This Friday, October 24, is Food Day: the annual event dedicated to inspiring Americans “to change our diets and our food policies.” The event may only be a few years old, but it has grown to over 8,000 events in all 50 states including over 130 in the New York City metro area (GrowNYC’s Big Apple Crunch is one you may have heard of).
We want to take the opportunity to draw attention to the local food heroes who commit to the Food Day creed 24/7. Who would you add to this list? Let us know by leaving a comment.
Caroline Lange: Just Food
It’s hard to whittle it down to one person I admire doing work to strengthen food systems, but I am so appreciative of the work that Just Food does. Between the work they do with farmers to provide CSA training and organization, to the connections they make in communities to strengthen food systems and decrease food deserts, they’re all food heroes to me. They also encourage thoughtful and critical conversations about food and food systems in classrooms, with children, with community leaders, with home cooks, with food academics, with nutritionists, with sociologists, with political figures, with environmentalists. For me, they do an incredible job highlighting the intersections that food makes with other issues and aspects of our daily lives, which, in effect, emphasizes how important it is to think, talk and write about, and, for that matter consume food with an awareness of its greater context.
Ariel Lauren Wilson: Nadia Johnson, Just Food’s Food Justice and City Farms Market Network Coordinator
I first learned about Nadia’s important work with Just Food during their annual conference last spring. Amiable and astute, she spoke on a NYC food policy panel (her interview starts at 4:20) in turn with city council member Ben Kallos and Manhattan borough president Gale Brewer. For her day job with Just Food, Nadia organizes local trainings around food justice workshops (think work that bolsters food pantries, community gardens, farmers markets etc.) and recently led a successful campaign to legalize beekeeping in New York City. She also helped to organize the city’s first food forum directed at mayoral candidates to learn more about their opinions on food issues ranging from food production to food waste. This meeting spurred the formation of the NYC Food Forum: an ongoing collaboration more than 90 food-active organizations that are joining forces to realize and promote their common agenda items. She has an amazing track record and I’m excited to see how it will grow under the de Blasio administration.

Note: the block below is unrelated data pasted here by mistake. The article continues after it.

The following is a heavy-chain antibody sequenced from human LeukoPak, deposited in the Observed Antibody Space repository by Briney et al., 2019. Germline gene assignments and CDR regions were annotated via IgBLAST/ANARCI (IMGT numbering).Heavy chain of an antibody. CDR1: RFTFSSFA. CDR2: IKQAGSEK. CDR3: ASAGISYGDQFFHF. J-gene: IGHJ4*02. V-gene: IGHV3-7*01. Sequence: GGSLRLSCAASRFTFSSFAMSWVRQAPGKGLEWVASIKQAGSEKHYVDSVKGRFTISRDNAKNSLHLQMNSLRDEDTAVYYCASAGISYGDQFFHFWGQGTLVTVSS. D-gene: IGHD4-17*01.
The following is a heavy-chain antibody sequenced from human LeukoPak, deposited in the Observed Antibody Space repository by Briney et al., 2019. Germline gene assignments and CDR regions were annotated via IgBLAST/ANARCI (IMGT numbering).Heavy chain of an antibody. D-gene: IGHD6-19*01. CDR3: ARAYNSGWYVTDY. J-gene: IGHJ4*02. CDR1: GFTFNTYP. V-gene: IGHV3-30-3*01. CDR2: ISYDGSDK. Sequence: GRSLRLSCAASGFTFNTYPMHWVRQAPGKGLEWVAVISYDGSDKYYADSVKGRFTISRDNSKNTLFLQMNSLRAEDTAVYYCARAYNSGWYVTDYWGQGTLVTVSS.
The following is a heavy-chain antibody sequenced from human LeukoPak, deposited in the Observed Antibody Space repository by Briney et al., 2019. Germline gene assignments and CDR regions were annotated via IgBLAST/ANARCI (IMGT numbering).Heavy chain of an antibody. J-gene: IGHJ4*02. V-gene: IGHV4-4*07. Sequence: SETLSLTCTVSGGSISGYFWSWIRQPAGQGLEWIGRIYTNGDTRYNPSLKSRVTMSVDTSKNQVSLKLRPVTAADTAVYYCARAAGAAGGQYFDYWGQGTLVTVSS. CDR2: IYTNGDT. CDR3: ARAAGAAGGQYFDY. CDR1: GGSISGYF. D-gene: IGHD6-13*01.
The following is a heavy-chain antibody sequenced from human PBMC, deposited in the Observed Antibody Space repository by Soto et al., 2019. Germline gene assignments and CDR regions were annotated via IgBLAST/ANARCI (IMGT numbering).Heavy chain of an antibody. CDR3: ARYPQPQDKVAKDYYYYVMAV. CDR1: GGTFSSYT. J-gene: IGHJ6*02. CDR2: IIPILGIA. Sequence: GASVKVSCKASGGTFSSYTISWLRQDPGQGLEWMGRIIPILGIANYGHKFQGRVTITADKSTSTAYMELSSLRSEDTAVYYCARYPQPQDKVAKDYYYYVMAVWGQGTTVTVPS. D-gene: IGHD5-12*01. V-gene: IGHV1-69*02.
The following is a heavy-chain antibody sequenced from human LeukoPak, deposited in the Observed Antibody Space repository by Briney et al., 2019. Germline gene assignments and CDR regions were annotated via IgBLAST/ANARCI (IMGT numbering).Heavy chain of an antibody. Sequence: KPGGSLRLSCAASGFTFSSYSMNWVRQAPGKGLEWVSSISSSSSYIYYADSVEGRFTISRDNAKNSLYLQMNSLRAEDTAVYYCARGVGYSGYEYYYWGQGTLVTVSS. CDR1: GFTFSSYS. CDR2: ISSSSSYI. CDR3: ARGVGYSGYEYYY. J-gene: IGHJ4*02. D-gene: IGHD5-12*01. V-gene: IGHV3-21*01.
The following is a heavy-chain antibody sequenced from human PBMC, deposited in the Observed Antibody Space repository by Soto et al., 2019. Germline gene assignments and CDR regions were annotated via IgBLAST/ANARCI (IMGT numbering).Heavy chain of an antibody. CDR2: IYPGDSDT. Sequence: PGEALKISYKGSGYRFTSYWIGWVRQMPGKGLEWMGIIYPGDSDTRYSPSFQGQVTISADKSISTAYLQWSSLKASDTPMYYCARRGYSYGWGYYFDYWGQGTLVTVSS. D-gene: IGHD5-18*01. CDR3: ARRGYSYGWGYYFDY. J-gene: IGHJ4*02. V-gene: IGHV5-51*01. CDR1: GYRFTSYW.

Eleonore Buschinger: Green Guerillas
The first time I heard about Green Guerillas was a few years ago. I was just back from Accra, Ghana. While I was in Ghana, I was introduced to urban agriculture and realized that the best way to help the urban dwellers is to promote urban farming. Since cities seem destined to become the cradle of tomorrow’s civilization, they need to become its breadbasket as well. In Accra the lack of division between rural and urban was obvious but unwanted. In New York, instead, I saw that the division between rural and urban seemed straightforward but questioned. In 1973, Liz Christy started the first community garden in New York at the intersection of the Bowery and Houston streets. She then founded Green Guerillas, this urban community garden group that now provides targeted services to 200 community garden groups across New York City. Green Guerillas distributes plants and seeds to gardeners, helps them facing organizational challenges, and runs youth programs. In doing so, Green Guerillas actively contributes to promote urban agriculture and strengthen our community.
Carrington Morris: EcoStation: NY